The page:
In fact, Bowers pointed out, it was the Republican-controlled legislature that enacted a law three years ago specifically requiring the state's electors "to cast their votes for the candidates who received the most votes in the official statewide canvass.'' He said that was done because Hillary Clinton had won the popular vote nationwide in 2016 and some lawmakers feared that electors would refuse to cast the state's 11 electoral votes for Trump who won the state race that year.
"As a conservative Republican, I don't like the results of the presidential election,'' Bowers said in a prepared statement. "But I cannot and will not entertain a suggestion that we violate current law to change the outcome of a certified election.''

And if nothing else, Bowers said there just aren't the necessary two-thirds vote of both the House and Senate for a special session ahead of the regular one set to convene Jan. 11 -- nearly a month after the electors will have voted and days after the Congress will have certified the results.
During two days of hearings, Jack Wilenchik, Ward's attorney argued there were reasons to overturn the results -- or at least order a full audit of all the ballots cast in Maricopa County, if not the entire state.
He said Republican observers were kept from positions where they could oversee what was going on as ballots were being counted. Warner tossed that early on, saying if that was a problem it should have been presented to him at that time when a fix was possible.
That left two arguments, the one on mismatched signatures on early ballot envelopes and the other about improperly duplicated ballots.

Warner agreed to allow an examination of a random sample of both ballot envelope signatures and duplicated ballots. Wilenchik told the judge Friday that "has resulted in the discovery of some very serious problems with Maricopa County and, our belief is, potentially statewide.''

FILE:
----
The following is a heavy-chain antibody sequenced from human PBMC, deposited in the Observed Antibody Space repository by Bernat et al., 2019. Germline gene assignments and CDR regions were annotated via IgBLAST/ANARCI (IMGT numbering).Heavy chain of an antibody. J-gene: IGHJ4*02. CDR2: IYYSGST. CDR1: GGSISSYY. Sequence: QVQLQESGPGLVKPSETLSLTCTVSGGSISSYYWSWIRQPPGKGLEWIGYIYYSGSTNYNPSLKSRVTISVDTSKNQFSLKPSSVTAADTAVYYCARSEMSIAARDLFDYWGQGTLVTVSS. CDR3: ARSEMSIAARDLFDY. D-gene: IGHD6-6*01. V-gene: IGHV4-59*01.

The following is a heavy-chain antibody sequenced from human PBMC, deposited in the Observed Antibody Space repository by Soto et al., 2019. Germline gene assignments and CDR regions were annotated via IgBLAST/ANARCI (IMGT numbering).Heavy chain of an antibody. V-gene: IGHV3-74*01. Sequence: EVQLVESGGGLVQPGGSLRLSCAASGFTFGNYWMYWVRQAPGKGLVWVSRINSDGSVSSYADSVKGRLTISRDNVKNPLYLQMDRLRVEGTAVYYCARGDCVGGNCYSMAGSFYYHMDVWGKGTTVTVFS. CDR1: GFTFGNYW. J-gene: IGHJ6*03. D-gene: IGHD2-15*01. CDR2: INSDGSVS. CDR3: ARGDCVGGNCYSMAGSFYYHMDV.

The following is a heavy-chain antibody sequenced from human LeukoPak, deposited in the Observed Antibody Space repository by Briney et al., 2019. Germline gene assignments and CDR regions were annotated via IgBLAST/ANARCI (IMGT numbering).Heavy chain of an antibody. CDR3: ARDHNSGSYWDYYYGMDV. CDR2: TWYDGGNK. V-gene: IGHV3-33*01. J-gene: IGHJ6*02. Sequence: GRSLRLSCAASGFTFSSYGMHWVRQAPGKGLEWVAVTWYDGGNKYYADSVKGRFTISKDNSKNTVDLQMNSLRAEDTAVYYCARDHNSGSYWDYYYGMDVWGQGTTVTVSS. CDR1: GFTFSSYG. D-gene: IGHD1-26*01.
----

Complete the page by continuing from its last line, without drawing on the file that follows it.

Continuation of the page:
Errors were found in both samples. That, Wilenchik argued, requires a full inspection of all ballots or annulling the results of the election, a move that would allow the Republican-controlled legislature to appoint electors.
But Bruce Spiva, representing the 11 Democratic electors pledged to Biden, said that whatever errors there were did not rise to the level of having a court toss out the election.
"And 3.4 million Arizonans have cast their vote and by a margin of over 10,000 votes, Joe Biden won this election,'' he told Warner.

"There is nothing that you heard over these last two days that would change that, that even plausibly could change that,'' Spiva said. "That should be the end of this case.
No one disputed that the sampling turned up errors when some ballots were duplicated. But Roopali Desai who represents Secretary of State Katie Hobbs said the rate, even if extrapolated to the entire universe of all duplicated ballots, would not change the outcome of the vote.
"An extremely small number of votes were miscalculated,'' she said. "That does not amount to misconduct.''
Deputy Maricopa County Attorney Tom Liddy had a slightly different take. He said Ward is alleging that because Maricopa County didn't do its job that votes should all be thrown out.
"Sound kind of stupid?'' he asked Warner. "It does to me.''

And Desai pointed out there was no testimony that any of the signatures on any of the ballot envelopes reviewed had been forged.